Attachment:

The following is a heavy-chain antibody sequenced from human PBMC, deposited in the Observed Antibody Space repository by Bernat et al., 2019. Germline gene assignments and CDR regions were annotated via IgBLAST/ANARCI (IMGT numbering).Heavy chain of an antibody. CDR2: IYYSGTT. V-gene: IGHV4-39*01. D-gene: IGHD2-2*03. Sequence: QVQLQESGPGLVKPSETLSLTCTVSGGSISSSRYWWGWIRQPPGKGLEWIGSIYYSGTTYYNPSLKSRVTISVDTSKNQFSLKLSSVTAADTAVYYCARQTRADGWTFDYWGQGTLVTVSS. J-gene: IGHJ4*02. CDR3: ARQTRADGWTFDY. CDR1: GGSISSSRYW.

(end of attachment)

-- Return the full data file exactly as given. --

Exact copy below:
The following is a heavy-chain antibody sequenced from human PBMC, deposited in the Observed Antibody Space repository by Bernat et al., 2019. Germline gene assignments and CDR regions were annotated via IgBLAST/ANARCI (IMGT numbering).Heavy chain of an antibody. CDR2: IYYSGTT. V-gene: IGHV4-39*01. D-gene: IGHD2-2*03. Sequence: QVQLQESGPGLVKPSETLSLTCTVSGGSISSSRYWWGWIRQPPGKGLEWIGSIYYSGTTYYNPSLKSRVTISVDTSKNQFSLKLSSVTAADTAVYYCARQTRADGWTFDYWGQGTLVTVSS. J-gene: IGHJ4*02. CDR3: ARQTRADGWTFDY. CDR1: GGSISSSRYW.